USA debates labelling practices on beef and meat labels

The National Cattlemen’s Beef Association launched a petition to change the wording on meat packaging labels earlier this year – groups are now debating whether “product of USA” should be retired in favor of “Processed in USA”.
calendar icon 19 August 2021
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Farm Progress reports that the Biden administration has promised action on the USDA’s “Product of the USA” label as part of broader discussions on restoring market competitiveness in the US meat sector.

The National Cattlemen’s Beef Association recently filed a petition with the Food Safety Inspection Service to eliminate the use of the Product of the USA label and other broad US origin labeling claims for beef products. The comment period for the petition closed on 17 August.

“We have taken note of the many comments submitted to USDA and the [Federal Trade Commission] regarding meat labeling and understand that the current ‘Product of USA’ label on meat products may no longer effectively serve either of those purposes, to the detriment of consumers, producers, and fair and competitive markets,” Vilsack said earlier this summer after stating USDA would be taking a closer look at the label.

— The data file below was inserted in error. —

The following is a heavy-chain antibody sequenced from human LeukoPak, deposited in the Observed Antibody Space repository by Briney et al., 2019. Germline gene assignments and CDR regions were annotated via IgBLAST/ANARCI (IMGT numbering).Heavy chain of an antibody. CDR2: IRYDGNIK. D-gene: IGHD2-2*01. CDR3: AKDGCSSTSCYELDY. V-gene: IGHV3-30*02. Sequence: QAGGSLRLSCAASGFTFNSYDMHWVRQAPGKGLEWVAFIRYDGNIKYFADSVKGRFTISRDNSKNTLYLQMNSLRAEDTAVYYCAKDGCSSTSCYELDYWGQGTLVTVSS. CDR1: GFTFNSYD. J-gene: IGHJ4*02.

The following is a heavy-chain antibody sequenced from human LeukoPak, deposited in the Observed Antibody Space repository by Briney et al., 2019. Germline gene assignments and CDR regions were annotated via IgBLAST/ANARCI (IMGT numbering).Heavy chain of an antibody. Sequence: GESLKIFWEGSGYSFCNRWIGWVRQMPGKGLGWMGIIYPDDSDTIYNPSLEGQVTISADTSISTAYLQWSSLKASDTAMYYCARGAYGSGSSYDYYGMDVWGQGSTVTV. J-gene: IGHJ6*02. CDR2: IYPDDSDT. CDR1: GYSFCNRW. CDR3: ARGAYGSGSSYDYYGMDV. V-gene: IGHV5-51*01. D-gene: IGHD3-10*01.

Over 250 people submitted comments on NCBA’s petition, which called for the elimination of the broadly applicable “Product of USA” label and the creation of a new “Processed in USA” label. Beyond precluding a specific misleading practice NCBA believes this can be accomplished voluntarily without the imposition of new regulatory requirements on the beef supply chain.

Further, NCBA’s petition notes USDA through the Agricultural Marketing Service should proactively work with beef producers, processors and retailers to develop voluntary, verifiable origin marketing claims that deliver tangible benefits to cattle producers without violating rules of trade.

NCBA’s petition notes that “USDA can play an important leadership role in providing producers with more robust opportunities to utilize true marketing claims to further differentiate their products and gain more leverage in the supply chain.”

Read the full story in Farm Progress.

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